A Kid Named Adolf Hitler

Losing custody of your children because of what you chose to name them? Seems unlikely, if not impossible, especially in the land of the free and the home of the brave. Not for New Jersey couple Heath and Deborah Campbell who lost custody Thursday, October 26, 2011.

Before screaming out, “erroneous, erroneous on all accounts!”, get a load of these names: Adolph Hilter Campbell, JoyceLynn Aryan Nation Campbell, and Honszlynn Hinler Jeannie Campbell.

That’s right. The couple gave each of their children Nazi-inspired names. The battle began in January 2009 when a grocery store refused to put the full name, “Adolf Hilter,” on a birthday cake . Last year the New Jersey appeals court ruled there was sufficient evidence of abuse and neglect; because of domestic violence occurring in the home the children were removed from their home.

The parents remain fighting for their children and have said that in early December a judge is set to decide whether or not the children will be coming home. The children are currently living in foster care.

This case definitely calls into question the sanity of the parents, but sans the evidence of domestic violence, there is no way our constitution would allow for this…right?

See the full article here: http://www.foxnews.com/us/2011/10/26/baby-hitler-parents-lose-custody-kids-even-though-judge-says-no-abuse/

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Safe Haven Laws are not Just for Teens

A story about the abandonment an unwanted baby is one of the saddest and heartbreaking stories one can read in the news. While most people think of that the women who leave their children on the side of a road, in a toilet bowl, or even a public restroom are teenage mothers who cannot handle the responsibility of motherhood, a New York Times article has published that the most common factor is the simple desire to hide a pregnancy. The article examines and praises an organization, Save Abandoned Babies Foundation, in Illinois which worked to enact legislation in 2001 regarding abandoned infants which has successfully brought sixty-nine babies to safe places.  The 2001 legislation is a Safe Haven Law: it allows mothers to bring unwanted newborns to firehouses, police stations, and hospitals without fear of prosecution so long as the baby is unharmed and the drop off is within thirty days of the child’s birth.  The Foundation then finds adoptive families to care for the children rather than them being placed in the state foster care system.  Many states have Safe Haven Laws like the one adopted in Illinois.  It is a tragedy that children are still being abandoned and left to die when there are so many places where the child can be taken without repercussion.  In New York, the Abandoned Infant Protection Act serves to provide mothers a safe place to bring the child, give up parental rights without questions asked.  It is a win-win situation; the fearful mother is relieved of the responsibility and the child is given to a loving family who is ready and able to care for the child.… <Read More>

Violence in the Courtroom

Everyone knows that divorce law is a very volatile area of practice. In the words of Pat, an attorney in New York City, divorce, death and moving are the most traumatic times in a person’s life. In a Broward County, Florida courtroom, a husband flew into a rage on Friday after Judge Ronald Rothschild ordered him to pay child support and set visitation rights for the couple’s 1-year-old daughter and 3-year-old son. He began attacking his wife right in the courtroom in front of the judge and had to be subdued by being shot twice with a stun gun.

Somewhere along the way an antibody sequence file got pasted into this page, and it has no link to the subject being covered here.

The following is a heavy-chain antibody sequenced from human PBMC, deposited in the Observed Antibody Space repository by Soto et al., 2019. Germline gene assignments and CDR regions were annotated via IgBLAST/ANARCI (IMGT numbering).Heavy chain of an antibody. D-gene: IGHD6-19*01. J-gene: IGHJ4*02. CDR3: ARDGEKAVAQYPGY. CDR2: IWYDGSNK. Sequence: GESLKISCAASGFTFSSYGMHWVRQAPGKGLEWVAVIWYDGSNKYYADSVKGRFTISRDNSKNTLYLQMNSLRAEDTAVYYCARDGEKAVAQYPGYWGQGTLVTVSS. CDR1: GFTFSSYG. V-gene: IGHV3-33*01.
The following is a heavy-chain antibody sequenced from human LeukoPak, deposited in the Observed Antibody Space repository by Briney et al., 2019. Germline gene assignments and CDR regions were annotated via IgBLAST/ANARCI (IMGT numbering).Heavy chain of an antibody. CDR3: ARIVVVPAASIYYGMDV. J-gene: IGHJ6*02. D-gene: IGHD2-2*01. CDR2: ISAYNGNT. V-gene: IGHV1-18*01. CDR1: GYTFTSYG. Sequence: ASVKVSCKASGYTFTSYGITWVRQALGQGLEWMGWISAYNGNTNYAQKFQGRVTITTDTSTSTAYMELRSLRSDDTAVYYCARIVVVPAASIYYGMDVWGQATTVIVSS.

“It was surreal,” a witness said. “To see that violence play out in a judge’s chambers is somewhat surreal.”  The wife was taken to a hospital with a broken nose, broken bones in her face and a torn lip. The husband was charged with felony battery, domestic violence and resisting arrest. His bail was set at $1 million. This rage occurred between a couple who was only married 5 years , can you imagine the emotion and rage that could occur between a couple married for 20, 25, 30 or more years?… <Read More>

8 Killed in SoCal over a custody dispute


On Wednesday October 12, 2011, eight people lost their lives at Salon Meritage in Seal Beach, California. According to the Los Angeles Times, Scott Dekraai entered the salon in the early afternoon and opened fired on the clientele and workers of the busy salon. Witnesses assert that the people in the salon fell to the floor and sought cover in the bathroom and closets. After Dekraai finished his heartless massacre, he escaped, but was shortly apprehended.

According to the article, it appears that Dekraai entered the salon looking for his former wife, Michelle Fournier. Dekraai and Fournier were involved in a bitter custody battle over the couple’s son.

Unfortunately, these types of atrocious events are not uncommon. On December 26, 2008, a man dressed as Santa Claus killed nine people who were attending a family Christmas party in Covina, California. The murderer, Bruce Pardo later committed suicide.  Like the massacre in Seal Beach, Bruce Pardo was enraged over a contentious divorce and custody dispute with his ex-wife, Sylvia.

Divorce and custody disputes can be extremely combative. Both parties involved have a lot on the line. Unfortunately, people going through these disputes lose sight of what is truly important, their children. Instead, individuals going through these types of disputes allow their anger for their ex-spouse cloud their judgment; sometimes making them do horrible things such as the above-mentioned massacres. In both cases, the children of the divorcing couple lost both of their parents over something that could have been resolved in a civil manner.… <Read More>